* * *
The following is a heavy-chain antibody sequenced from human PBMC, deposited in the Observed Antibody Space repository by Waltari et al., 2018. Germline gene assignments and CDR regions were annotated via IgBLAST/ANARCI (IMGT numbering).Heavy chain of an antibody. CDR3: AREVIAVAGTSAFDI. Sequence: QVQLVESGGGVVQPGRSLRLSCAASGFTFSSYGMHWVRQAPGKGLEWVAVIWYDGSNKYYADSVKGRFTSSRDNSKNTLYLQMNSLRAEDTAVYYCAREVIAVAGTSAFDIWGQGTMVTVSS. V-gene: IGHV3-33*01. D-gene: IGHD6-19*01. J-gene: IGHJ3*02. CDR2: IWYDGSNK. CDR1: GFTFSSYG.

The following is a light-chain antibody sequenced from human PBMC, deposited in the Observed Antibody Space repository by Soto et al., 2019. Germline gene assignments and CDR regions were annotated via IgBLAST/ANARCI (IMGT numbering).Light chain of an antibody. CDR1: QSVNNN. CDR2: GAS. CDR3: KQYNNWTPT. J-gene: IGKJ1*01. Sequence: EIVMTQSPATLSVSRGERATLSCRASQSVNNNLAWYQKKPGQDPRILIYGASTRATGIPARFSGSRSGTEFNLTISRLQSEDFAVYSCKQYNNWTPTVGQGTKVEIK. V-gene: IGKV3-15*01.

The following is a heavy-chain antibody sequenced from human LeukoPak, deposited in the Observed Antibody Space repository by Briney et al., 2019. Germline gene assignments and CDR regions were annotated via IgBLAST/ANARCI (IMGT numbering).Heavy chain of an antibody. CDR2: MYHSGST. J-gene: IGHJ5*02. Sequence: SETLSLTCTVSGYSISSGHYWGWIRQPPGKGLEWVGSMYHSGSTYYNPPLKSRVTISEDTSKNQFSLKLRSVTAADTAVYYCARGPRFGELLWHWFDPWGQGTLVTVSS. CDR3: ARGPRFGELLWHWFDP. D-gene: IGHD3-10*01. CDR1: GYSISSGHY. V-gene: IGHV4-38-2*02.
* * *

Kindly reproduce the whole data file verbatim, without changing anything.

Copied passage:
The following is a heavy-chain antibody sequenced from human PBMC, deposited in the Observed Antibody Space repository by Waltari et al., 2018. Germline gene assignments and CDR regions were annotated via IgBLAST/ANARCI (IMGT numbering).Heavy chain of an antibody. CDR3: AREVIAVAGTSAFDI. Sequence: QVQLVESGGGVVQPGRSLRLSCAASGFTFSSYGMHWVRQAPGKGLEWVAVIWYDGSNKYYADSVKGRFTSSRDNSKNTLYLQMNSLRAEDTAVYYCAREVIAVAGTSAFDIWGQGTMVTVSS. V-gene: IGHV3-33*01. D-gene: IGHD6-19*01. J-gene: IGHJ3*02. CDR2: IWYDGSNK. CDR1: GFTFSSYG.

The following is a light-chain antibody sequenced from human PBMC, deposited in the Observed Antibody Space repository by Soto et al., 2019. Germline gene assignments and CDR regions were annotated via IgBLAST/ANARCI (IMGT numbering).Light chain of an antibody. CDR1: QSVNNN. CDR2: GAS. CDR3: KQYNNWTPT. J-gene: IGKJ1*01. Sequence: EIVMTQSPATLSVSRGERATLSCRASQSVNNNLAWYQKKPGQDPRILIYGASTRATGIPARFSGSRSGTEFNLTISRLQSEDFAVYSCKQYNNWTPTVGQGTKVEIK. V-gene: IGKV3-15*01.

The following is a heavy-chain antibody sequenced from human LeukoPak, deposited in the Observed Antibody Space repository by Briney et al., 2019. Germline gene assignments and CDR regions were annotated via IgBLAST/ANARCI (IMGT numbering).Heavy chain of an antibody. CDR2: MYHSGST. J-gene: IGHJ5*02. Sequence: SETLSLTCTVSGYSISSGHYWGWIRQPPGKGLEWVGSMYHSGSTYYNPPLKSRVTISEDTSKNQFSLKLRSVTAADTAVYYCARGPRFGELLWHWFDPWGQGTLVTVSS. CDR3: ARGPRFGELLWHWFDP. D-gene: IGHD3-10*01. CDR1: GYSISSGHY. V-gene: IGHV4-38-2*02.